In February 2020, a group of German youth filed a legal challenge to Germany's Federal Climate Protection Act (“Bundesklimaschutzgesetz” or “KSG”) in the Federal Constitutional Court, arguing that the KSG's target of reducing GHGs by 55% until 2030 from 1990 levels was insufficient. The complainants alleged that the KSG therefore violated their human rights as protected by the Basic Law, Germany's constitution.
The complainants alleged that the KSG's 2030 target did not take into account Germany's and the EU's obligation under the Paris Agreement to limit global temperature rise to "well below 2 degrees Celsius." The complainants argued that in order to "do its part" to achieve the Paris Agreement targets, Germany would need to reduce GHGs by 70% from 1990 levels by 2030. Their claims mainly arose out of alleged violations of the fundamental right to a future consistent with human dignity enshrined in Article 1 (1), and the fundamental right to life and physical integrity enshrined in Article 2 (2) of the Basic Law, both in conjunction with Article 20a of the Basic Law, which binds the political process to protect the natural foundations of life in responsibility for future generations. Complainants argued that by requiring insufficient short and medium term GHG reductions and allowing for the transfer of emission allocations between Germany and other EU Member States, despite the inadequacy of the overall EU emissions reduction target, the KSG allowed for climate impacts that violate their fundamental rights.
The complainants asked the Federal Constitutional Court to declare that the German legislature violated the Basic Law by only requiring a 55% reduction in GHGs from 1990 levels by 2030 and to declare that the legislature was required to issue new reduction quotas to ensure that Germany's emissions are kept as low as possible, taking into account the principle of proportionality.
Three other groups of claimants filed simultaneous constitutional complaints targeting the government’s climate protection measures: (i) BUND (Friends of the Earth Germany) and the Association of Solar Supporters and Others in November 2018; (ii) Yi Yi Prue and other individuals from Bangladesh and Nepal in January 2020; (iii) Steinmetz and other individual German youths in January 2020. The Constitutional Court decided jointly on these complaints.
On April 29, 2021, the Federal Constitutional Court published its decision striking down parts of the KSG as incompatible with fundamental rights for failing to set sufficient provisions for emission cuts beyond 2030. The Court found that Article 20a of the Basic Law not only obliges the legislature to protect the climate and aim towards achieving climate neutrality, but “also concerns how environmental burdens are spread out between different generations”. For the first time in its jurisprudence, the Court stated that “the fundamental rights - as intertemporal guarantees of freedom - afford protection against the greenhouse gas reduction burdens imposed by Art. 20a of the Basic Law being unilaterally offloaded onto the future”. It further stated that the KSG’s emission provisions in question constituted an “advance interference-like effect”, which possibly violates the complainants’ fundamental rights and thus renders the complaints admissible.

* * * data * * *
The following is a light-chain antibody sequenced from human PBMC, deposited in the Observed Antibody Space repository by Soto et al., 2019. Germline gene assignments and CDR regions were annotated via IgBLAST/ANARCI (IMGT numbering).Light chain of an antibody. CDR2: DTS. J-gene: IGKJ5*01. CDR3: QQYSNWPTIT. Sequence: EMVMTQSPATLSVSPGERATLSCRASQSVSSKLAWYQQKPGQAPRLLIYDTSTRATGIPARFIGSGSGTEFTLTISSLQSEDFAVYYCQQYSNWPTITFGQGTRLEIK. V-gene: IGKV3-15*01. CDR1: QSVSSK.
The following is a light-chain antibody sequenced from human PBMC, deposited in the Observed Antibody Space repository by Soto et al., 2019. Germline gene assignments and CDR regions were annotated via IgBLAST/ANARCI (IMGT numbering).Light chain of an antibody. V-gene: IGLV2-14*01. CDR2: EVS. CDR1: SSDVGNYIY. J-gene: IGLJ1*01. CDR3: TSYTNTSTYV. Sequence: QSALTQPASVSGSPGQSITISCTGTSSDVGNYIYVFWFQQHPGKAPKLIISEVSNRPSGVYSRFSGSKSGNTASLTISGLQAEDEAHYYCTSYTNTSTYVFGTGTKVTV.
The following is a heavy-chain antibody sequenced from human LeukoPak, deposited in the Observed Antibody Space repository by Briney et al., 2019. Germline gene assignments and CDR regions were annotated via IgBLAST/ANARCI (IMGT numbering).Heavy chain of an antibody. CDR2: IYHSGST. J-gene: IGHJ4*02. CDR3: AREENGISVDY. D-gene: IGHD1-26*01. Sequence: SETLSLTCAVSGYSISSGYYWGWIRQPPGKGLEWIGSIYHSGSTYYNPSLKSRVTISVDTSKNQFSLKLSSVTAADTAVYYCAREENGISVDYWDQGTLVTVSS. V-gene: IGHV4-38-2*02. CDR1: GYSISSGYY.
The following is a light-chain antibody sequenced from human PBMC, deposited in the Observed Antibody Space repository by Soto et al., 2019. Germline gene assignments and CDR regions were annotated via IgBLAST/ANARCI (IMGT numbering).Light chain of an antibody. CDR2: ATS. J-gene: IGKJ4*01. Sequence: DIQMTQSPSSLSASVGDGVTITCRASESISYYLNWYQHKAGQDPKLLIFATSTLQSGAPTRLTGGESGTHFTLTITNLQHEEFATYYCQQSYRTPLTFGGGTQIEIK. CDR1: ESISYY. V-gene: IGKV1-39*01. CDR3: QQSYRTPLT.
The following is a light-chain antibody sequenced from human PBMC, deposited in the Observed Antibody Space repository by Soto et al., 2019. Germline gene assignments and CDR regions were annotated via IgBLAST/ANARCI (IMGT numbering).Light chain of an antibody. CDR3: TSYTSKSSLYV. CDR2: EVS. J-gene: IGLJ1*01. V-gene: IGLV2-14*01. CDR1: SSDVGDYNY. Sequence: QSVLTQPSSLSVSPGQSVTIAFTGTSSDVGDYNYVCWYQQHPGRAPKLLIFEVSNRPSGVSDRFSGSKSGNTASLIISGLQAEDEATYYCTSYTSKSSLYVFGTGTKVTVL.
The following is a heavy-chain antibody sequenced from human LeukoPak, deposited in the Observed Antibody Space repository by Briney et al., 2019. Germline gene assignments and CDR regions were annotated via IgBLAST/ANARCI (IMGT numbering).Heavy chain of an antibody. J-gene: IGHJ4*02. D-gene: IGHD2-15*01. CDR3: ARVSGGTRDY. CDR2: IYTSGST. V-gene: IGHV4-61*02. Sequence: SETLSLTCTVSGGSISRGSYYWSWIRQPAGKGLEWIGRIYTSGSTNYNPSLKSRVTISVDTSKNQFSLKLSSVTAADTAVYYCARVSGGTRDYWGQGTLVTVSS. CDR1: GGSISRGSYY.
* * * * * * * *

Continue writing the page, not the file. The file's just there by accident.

Accepting arguments that the legislature must follow a carbon budget approach to limit warming to well below 2°C and, if possible, to 1.5°C, the Court found that legislature had not proportionally distributed the budget between current and future generations, writing "one generation must not be allowed to consume large portions of the CO2 budget while bearing a relatively minor share of the reduction effort, if this would involve leaving subsequent generations with a drastic reduction burden and expose their lives to serious losses of freedom”. The Court also noted that the fact that “no state can resolve the problems of climate change on its own (…) does not invalidate the national obligation to take climate action.”
The Court ordered the legislature to set clear provisions for reduction targets from 2031 onward by the end of 2022. In response to the decision, the federal lawmakers passed a bill approving an adapted KSG that requires, at a minimum, reduction of 65% in GHGs from 1990 levels by 2030. It has been in effect since August 31, 2021.
|02/06/2020||Complaint||Download||Complaint in German|
|02/06/2020||Complaint||Download||Unofficial English translation|
|03/24/2021||Order||Download||Official English translation|
|11/22/2018||Complaint||Download||Complaint (BUND et al.) in German|
|01/13/2020||Complaint||Download||Complaint (Steinmetz et al.) in German|
|01/13/2020||Complaint||Download||Complaint (Yi Yi Prue et al.) in German|